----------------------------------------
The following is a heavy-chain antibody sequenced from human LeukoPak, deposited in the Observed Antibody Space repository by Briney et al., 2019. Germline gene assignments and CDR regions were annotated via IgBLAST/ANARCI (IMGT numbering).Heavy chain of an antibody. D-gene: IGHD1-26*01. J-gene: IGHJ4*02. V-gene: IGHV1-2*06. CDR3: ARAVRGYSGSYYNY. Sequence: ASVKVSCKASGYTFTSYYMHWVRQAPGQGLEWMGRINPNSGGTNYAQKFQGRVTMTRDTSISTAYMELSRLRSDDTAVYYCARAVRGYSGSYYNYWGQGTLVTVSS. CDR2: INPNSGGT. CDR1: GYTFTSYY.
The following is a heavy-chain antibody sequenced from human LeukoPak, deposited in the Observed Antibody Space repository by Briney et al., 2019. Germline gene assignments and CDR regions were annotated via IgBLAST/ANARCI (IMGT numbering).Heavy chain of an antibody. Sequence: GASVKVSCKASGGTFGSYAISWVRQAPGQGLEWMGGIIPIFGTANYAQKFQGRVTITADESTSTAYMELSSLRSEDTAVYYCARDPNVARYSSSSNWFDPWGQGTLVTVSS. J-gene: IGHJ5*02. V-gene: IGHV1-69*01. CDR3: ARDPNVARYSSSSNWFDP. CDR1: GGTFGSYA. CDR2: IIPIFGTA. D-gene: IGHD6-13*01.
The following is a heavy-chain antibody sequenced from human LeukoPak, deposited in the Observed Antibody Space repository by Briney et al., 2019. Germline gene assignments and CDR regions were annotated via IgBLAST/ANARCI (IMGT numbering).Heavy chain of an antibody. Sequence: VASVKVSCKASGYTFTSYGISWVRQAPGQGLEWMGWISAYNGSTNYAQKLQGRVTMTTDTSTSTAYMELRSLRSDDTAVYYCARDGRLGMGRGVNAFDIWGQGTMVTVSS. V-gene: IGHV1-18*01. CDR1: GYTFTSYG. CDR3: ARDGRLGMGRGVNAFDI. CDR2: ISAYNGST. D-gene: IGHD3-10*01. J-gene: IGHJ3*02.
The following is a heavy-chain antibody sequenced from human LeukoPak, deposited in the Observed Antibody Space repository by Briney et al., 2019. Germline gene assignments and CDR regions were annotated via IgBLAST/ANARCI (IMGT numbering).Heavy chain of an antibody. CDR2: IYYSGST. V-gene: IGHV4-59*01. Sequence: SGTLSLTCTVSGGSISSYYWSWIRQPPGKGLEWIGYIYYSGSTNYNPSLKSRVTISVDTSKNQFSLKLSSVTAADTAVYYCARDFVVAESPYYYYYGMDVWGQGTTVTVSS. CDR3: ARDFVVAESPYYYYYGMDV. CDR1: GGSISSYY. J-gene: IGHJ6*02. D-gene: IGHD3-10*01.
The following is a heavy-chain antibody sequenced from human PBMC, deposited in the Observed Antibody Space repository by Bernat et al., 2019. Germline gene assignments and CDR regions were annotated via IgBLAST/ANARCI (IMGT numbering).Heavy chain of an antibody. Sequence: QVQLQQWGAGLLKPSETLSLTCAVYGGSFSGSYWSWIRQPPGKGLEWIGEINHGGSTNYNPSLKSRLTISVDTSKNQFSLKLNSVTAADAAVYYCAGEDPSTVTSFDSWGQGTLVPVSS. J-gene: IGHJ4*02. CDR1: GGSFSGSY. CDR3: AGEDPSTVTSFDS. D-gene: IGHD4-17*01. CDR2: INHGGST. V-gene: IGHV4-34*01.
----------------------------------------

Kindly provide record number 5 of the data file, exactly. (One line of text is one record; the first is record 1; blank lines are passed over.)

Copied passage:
The following is a heavy-chain antibody sequenced from human PBMC, deposited in the Observed Antibody Space repository by Bernat et al., 2019. Germline gene assignments and CDR regions were annotated via IgBLAST/ANARCI (IMGT numbering).Heavy chain of an antibody. Sequence: QVQLQQWGAGLLKPSETLSLTCAVYGGSFSGSYWSWIRQPPGKGLEWIGEINHGGSTNYNPSLKSRLTISVDTSKNQFSLKLNSVTAADAAVYYCAGEDPSTVTSFDSWGQGTLVPVSS. J-gene: IGHJ4*02. CDR1: GGSFSGSY. CDR3: AGEDPSTVTSFDS. D-gene: IGHD4-17*01. CDR2: INHGGST. V-gene: IGHV4-34*01.